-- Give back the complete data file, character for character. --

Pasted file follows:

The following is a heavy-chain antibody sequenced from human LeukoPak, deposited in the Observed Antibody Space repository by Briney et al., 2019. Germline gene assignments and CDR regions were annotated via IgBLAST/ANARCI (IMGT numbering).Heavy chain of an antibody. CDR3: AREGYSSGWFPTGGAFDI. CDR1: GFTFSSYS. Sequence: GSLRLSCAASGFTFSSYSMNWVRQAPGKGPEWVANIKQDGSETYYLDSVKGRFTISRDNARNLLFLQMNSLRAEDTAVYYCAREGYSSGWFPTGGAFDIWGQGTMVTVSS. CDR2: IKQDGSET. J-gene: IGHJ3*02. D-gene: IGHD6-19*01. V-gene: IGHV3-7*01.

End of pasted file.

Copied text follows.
The following is a heavy-chain antibody sequenced from human LeukoPak, deposited in the Observed Antibody Space repository by Briney et al., 2019. Germline gene assignments and CDR regions were annotated via IgBLAST/ANARCI (IMGT numbering).Heavy chain of an antibody. CDR3: AREGYSSGWFPTGGAFDI. CDR1: GFTFSSYS. Sequence: GSLRLSCAASGFTFSSYSMNWVRQAPGKGPEWVANIKQDGSETYYLDSVKGRFTISRDNARNLLFLQMNSLRAEDTAVYYCAREGYSSGWFPTGGAFDIWGQGTMVTVSS. CDR2: IKQDGSET. J-gene: IGHJ3*02. D-gene: IGHD6-19*01. V-gene: IGHV3-7*01.